Hermaphroditic, with cross-fertilization. Likely to have a life span up to 2 years. Eggs laid in yellowish masses of 2-3 oval eggs within an egg capsule (about 3.5 X 3.0 mm in size) on submerged rocks, plant stems, leaves (Clarke 1970; Harrold and Guralnick 2010; Johnson et al. 2013).
Acroloxus coloradensis is only known in a very few, extremely small, isolated populations coupled with confined alpine lentic habitat. It is an extreme environmental specialist in small alpine lakes only and dispersal of this species is unlikely. It has no USFWS status at the present time, although it is currently a US Forest Service Species of Concern (SOI) G3 and listed S1 in Montana. These rankings were largely due to the lack of localities reported. Enough survey work has probably been done in CO and MT to demonstrate that this is a rare species, with declining numbers and populations.
Threats or Limiting Factors
Specific threats to populations are habitat loss and degradation coupled with a lack of dispersal mechanisms to colonize other lakes. High recreational usage of lakes may have an impact.
- Literature Cited AboveLegend: View Online Publication
- Bryce, G. W. 1970. Rediscovery of the Limpet, Acroloxus Coloradensis (Basommatophora: Acroloxidae), in Colorado. Nautilus 83(3):105-108.
- Clarke, A. H. 1970. On Acroloxus Coloradensis Gastropoda Basommatophora in Eastern Canada. Publications in Zoology 2:1-13.
- Clarke, A.H. 1981. The freshwater molluscs of Canada. National Museum of Natural Sciences, National Museums of Canada, Ottawa. 446 pp.
- Ellis, B.K., L. Marnell, M.A. Anderson, J.A. Stanford, C. Albrecht, and T. Wilke. 2004. Status and ecology of a glacial relict mollusk, the Rocky Mountain capshell limpet (Acroloxus coloradensis), in relation to the limnology of Lost Lake, Glacier National Park, Montana (USA). Open File Report 186-05. Prepared for National Park Service, Glacier National Park, West Glacier, Montana by Flathead Lake Biological Station, The University of Montana, Polson, Montana. 63 pp.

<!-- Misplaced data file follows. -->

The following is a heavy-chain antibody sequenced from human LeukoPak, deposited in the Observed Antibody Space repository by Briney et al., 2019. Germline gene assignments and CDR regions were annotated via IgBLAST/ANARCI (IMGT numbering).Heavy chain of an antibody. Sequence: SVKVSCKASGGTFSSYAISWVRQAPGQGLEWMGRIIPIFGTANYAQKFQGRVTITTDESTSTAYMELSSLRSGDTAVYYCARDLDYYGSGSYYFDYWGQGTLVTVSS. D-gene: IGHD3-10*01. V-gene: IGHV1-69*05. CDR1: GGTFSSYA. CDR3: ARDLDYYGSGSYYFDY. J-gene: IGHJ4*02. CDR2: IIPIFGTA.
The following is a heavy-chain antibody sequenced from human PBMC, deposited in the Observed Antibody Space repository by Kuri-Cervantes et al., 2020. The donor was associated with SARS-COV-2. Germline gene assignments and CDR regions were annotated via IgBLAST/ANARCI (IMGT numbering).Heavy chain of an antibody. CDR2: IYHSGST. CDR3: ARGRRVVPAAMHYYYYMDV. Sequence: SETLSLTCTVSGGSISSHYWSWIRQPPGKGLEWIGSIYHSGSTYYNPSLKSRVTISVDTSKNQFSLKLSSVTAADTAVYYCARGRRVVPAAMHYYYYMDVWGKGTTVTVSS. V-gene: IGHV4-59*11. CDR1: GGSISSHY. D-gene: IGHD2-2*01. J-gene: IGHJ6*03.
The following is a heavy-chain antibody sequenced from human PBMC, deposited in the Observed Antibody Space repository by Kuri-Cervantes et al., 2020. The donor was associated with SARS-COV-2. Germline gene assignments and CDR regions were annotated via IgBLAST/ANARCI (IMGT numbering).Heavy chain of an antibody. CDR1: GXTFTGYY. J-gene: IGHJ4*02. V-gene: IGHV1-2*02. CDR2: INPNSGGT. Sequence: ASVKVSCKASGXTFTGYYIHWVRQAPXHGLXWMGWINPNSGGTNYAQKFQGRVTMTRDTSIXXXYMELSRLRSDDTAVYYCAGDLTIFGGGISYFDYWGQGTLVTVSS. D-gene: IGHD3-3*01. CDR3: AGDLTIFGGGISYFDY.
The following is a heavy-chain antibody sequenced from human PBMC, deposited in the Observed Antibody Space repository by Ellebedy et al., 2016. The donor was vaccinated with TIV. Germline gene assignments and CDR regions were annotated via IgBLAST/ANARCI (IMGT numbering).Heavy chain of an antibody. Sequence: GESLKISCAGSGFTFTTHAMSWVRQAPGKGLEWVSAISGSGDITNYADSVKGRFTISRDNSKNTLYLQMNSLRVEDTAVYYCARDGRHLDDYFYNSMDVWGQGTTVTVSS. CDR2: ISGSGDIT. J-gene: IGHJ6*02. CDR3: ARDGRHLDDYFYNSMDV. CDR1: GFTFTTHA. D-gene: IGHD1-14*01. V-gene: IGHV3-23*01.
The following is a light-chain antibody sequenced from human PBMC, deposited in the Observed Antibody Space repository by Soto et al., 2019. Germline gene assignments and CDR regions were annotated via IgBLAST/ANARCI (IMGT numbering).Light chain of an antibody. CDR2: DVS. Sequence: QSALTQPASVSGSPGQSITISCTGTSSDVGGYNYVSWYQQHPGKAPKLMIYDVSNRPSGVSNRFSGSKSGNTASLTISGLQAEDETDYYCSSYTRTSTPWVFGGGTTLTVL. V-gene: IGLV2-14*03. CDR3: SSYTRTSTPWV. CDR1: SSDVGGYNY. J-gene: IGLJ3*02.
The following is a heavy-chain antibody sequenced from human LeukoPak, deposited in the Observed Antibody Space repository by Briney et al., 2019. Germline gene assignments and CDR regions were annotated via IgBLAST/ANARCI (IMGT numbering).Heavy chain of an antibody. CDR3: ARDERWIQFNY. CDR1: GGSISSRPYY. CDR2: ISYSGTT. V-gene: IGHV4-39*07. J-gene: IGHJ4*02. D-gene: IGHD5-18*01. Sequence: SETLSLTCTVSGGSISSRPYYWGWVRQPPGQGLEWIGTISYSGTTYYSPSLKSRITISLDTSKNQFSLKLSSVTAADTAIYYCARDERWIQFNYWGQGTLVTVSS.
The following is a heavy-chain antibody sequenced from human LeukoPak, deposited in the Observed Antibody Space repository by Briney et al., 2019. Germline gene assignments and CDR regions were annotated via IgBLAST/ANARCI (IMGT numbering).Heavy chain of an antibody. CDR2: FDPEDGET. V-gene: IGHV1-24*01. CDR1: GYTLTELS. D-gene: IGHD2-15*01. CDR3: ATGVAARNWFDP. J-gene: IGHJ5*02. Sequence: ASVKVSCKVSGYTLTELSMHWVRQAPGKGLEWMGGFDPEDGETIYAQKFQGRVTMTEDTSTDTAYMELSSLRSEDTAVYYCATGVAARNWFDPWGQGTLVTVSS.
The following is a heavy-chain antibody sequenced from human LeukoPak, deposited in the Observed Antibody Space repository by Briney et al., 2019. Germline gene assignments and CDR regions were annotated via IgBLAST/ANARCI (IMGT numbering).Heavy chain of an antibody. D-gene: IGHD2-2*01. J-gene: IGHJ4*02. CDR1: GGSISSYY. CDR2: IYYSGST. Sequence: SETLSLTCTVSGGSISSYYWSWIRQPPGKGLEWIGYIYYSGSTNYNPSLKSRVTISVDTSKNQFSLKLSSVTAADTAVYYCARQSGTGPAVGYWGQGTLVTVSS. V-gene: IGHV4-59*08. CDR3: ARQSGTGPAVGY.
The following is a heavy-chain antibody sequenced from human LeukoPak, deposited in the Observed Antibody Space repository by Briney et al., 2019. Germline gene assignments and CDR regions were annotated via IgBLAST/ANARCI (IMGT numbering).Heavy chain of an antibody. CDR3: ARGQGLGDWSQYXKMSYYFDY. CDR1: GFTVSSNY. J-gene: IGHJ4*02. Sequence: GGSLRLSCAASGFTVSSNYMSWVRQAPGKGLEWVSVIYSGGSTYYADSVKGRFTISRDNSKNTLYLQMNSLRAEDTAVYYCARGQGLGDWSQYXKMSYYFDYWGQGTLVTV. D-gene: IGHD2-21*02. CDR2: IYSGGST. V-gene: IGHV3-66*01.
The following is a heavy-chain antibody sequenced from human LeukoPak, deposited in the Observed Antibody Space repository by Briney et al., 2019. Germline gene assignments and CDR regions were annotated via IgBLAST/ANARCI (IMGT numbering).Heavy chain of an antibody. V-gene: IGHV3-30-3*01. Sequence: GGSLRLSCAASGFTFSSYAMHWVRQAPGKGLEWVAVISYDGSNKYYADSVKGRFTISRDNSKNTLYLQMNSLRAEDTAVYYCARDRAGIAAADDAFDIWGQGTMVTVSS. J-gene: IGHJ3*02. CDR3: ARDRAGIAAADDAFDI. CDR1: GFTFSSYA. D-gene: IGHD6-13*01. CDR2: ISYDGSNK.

- Harrold, M.N. and R.P. Guralnick. 2010. A field guide to the freshwater mollusks of Colorado, second edition. Denver, CO: Colorado Division of Wildlife. 132 p.
- Hossack, Blake and Robert Newell. 2013. New distribution record for the rare limpet Acroloxus coloradensis (Henderson 1930) (Gastropoda: Acroloxidae) from Montana. Research Note. Nautilus 127(1):40-41.
- Johnson, P.D., A.E. Bogan, K.M. Brown, N.M. Burkhead, J.R. Cordeiro, J.T. Garner, P.D. Hartfield, D.A.W. Lepitzki, G.L. Mackie, E. Pip, T.A. Tarpley, J.S. Tiemann, N.V. Whelan, and E.E. Strong. 2013. Conservation status of freshwater gastropods of Canada and the United States. Fisheries 38:247-282.
- Paul, A. J. and H. F. Clifford. 1991. Acroloxus coloradensis (Henderson) a rare North American freshwater limpet. Nautilus 105(4):173-174.
- Riebesell, J.F., T.L. Thrasher, A. Bazzi, and W.P. Kovalak. 2001. Habitat characteristics of Rocky Mountain (Colorado) populations of Acroloxus coloradensis. American Malacological Bulletin 16(1/2): 33-40.
- Russell, R.H. and R.B. Brunson. 1967. Acroloxus coloradensis from Montana. Nautilus 81(1):33.
- Additional Sources of Information Related to "Snails / Slugs"